[Before I begin, I’d like to bestow hearty congratulations to Davey Wreden, whose magnificent Stanley Parable has sold one million copies.]
I do not know if I will finish Alien: Isolation, but I’m not sure that I need to. I’m probably 7-8 hours into it by this point, and a rather large percentage of that time has been spent hiding in lockers and under desks, and, I mean, I get it.
For all its flaws (and it has a bunch, of which I’ll get to in a second), A:I has triumphantly succeeded in a very specific and important way; instead of aping the frenetic shoot-em-up action of the sequel (which would really just make it your standard sci-fi shooter), it understands what makes the first movie so great, which is to say that it’s captured the feeling of helplessness and pure dread better than anything else I’ve played in recent memory.
You have to hide in this game, because you cannot fight. This is not to say that you’re powerless – you do have weapons, and you can certainly use them to kill, if you must. But firing a gun will almost always draw the attention of the Alien, and once the Alien spots you, it’s more or less “game over, man.”
And if you’re playing this game with a good set of stereo headphones, every single goddamned noise you hear will set you on edge, ducking for cover, holding your breath and quickly opening your motion tracker to figure out where the sound is coming from. I’m not sure I’ve experienced ambient noise design this effectively creepy since the first Bioshock.
Unlike other “horror” games, it does not revel in grotesque imagery – indeed, while the game’s environments are graphically impressive, its humans are surprisingly weird-looking, and while there are plenty of dead bodies strewn about, they’re never disgusting or gross – if anything, they’re kinda just sad. Nor is A:I’s horror mostly based in jump scares; I’m almost never startled. I mean, I’m in a constant state of worry anyway, because of the sounds in the vents, or because my motion tracker will occasionally beep with alarm, or I’ll see the glowing, super-creepy eyes of the Working Joes off in the distance. And if I am surprised, I am also then immediately flooded with more worry and anxiety, because the monster is right there, and if I can’t hide in time then not only will I die, violently, but I’ll also lose the last 20-30 minutes since my last save, and ugh.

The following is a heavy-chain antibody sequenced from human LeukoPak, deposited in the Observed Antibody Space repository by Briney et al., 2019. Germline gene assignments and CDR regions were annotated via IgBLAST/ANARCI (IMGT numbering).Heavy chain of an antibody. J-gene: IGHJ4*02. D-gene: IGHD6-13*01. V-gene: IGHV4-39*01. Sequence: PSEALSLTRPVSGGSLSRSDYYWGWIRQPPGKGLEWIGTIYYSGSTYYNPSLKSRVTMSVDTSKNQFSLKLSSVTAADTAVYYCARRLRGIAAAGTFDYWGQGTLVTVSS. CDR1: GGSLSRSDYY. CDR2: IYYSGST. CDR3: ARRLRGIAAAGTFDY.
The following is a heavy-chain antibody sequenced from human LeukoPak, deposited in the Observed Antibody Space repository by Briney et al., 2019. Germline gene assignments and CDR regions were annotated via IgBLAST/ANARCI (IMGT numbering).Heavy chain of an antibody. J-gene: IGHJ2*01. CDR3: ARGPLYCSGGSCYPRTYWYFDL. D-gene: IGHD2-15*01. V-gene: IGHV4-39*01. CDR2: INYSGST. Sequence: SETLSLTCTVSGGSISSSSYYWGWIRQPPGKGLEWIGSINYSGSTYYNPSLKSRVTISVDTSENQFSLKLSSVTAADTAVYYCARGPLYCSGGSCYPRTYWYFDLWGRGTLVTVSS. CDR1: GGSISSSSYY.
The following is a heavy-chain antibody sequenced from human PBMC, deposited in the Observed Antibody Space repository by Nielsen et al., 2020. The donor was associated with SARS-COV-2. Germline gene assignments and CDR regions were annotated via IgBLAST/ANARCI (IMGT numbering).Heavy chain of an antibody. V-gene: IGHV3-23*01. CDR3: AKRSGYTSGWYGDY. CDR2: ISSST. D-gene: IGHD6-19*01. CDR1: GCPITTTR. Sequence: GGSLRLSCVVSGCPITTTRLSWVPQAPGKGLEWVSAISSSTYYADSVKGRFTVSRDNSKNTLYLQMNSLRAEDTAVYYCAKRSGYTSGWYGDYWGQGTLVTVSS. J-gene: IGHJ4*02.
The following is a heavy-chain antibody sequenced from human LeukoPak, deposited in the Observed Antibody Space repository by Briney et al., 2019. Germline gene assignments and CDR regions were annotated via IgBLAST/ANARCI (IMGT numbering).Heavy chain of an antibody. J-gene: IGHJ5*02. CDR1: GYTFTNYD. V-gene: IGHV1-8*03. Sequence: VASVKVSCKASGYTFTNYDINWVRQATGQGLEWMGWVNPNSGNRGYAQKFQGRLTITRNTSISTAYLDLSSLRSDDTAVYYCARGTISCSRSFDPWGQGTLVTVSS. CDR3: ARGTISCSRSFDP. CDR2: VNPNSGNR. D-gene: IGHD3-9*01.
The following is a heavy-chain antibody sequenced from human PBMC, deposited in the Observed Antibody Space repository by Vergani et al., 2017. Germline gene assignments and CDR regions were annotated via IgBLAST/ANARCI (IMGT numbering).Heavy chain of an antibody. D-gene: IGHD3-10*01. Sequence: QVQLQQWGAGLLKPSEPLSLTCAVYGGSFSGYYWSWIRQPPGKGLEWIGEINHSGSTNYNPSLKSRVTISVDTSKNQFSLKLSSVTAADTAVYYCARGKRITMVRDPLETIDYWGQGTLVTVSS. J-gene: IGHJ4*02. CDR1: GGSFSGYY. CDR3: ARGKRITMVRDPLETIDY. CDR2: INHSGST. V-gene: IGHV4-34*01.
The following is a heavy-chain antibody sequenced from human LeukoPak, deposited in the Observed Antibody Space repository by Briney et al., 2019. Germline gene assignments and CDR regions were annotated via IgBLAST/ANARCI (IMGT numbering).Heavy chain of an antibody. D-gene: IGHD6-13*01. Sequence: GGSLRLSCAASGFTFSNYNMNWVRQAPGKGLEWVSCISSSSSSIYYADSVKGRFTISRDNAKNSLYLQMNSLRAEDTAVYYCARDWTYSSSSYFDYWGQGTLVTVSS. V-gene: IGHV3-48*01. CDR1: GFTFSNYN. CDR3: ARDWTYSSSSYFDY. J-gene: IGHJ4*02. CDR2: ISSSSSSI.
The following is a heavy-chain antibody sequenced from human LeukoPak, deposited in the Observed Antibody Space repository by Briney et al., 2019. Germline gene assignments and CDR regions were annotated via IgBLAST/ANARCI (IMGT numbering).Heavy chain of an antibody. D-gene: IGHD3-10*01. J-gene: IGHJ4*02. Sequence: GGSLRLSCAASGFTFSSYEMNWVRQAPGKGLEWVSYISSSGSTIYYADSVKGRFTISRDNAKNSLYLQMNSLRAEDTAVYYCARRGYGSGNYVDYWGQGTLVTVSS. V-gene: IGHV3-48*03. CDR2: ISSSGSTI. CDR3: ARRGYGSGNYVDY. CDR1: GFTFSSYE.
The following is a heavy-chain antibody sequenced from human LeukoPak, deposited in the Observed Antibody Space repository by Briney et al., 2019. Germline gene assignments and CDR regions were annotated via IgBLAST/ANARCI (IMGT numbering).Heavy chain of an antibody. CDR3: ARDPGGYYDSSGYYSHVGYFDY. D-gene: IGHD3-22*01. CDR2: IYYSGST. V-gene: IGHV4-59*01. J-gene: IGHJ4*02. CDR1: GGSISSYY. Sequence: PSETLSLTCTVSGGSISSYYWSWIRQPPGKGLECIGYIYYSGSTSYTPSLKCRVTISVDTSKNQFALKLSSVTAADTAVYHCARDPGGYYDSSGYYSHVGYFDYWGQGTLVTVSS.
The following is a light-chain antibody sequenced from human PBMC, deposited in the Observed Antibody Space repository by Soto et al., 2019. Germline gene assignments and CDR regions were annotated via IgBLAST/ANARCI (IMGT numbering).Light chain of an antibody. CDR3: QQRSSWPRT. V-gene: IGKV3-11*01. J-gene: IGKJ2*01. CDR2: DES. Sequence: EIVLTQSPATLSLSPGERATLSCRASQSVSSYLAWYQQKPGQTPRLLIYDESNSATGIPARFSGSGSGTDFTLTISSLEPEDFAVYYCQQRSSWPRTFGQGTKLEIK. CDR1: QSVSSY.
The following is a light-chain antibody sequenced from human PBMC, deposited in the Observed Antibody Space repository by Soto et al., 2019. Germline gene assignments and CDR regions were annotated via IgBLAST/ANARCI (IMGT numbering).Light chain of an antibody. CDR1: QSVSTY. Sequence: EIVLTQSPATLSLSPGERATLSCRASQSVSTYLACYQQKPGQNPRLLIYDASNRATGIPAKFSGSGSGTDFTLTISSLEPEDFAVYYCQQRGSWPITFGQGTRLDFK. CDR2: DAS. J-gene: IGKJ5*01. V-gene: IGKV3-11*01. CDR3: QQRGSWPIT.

Now, about those flaws I mentioned.
The save system has been frequently mentioned in reviews as a negative design flaw; there’s no checkpoint system, and because the Alien (almost) never appears in the same place twice, you can either lose 20 seconds or 20 minutes if you’re not careful. I’ve been a victim of this problem, but I can’t really call it a design flaw; it seems like a deliberate choice, and it’s one of the few ways that a horror game can actually make you feel that there are stakes involved. That said, it’s a system that can also be abused; if you find a save point, you can also just forge ahead loudly and un-stealthily and see what there is to see, knowing that if you die, you won’t have lost very much, and that you’ll know how to better achieve your objective when you try for real.
The objectives, though? Those things that you have to do in order to progress? Ugh. So dumb. So inelegant. So basic, artless, arbitrary, forgettable, cliches that were tired a dozen years ago. The reason why I don’t care if I see the end of this game is because I barely care about what I’m already doing. I need to find medical supplies to aid my colleague; but they’re on another level of the ship, because of course they are. I get to that level; I find a doctor. The doctor agrees to help, but only if I help him first, and I’ve already forgotten what it is I need to do for him, and in any event I have to do everything myself because of reasons. Meanwhile, the Alien is near, and while there are lots of people on the ship, the Alien seems mostly interested in chasing me.
Whatever – I find the medical supplies and return to my fallen comrade. And the head of the ship’s security system is there, too! How fortuitous! Except he’s also sending me out on security missions, which is not my job.
It’s great that the player character, Ripley fille, is a tough, no-nonsense woman who holds her own as well as anyone else in the game. She is nobody’s princess; nobody needs to rescue her. It’s just a shame that the stuff she’s being asked to do is so mundane.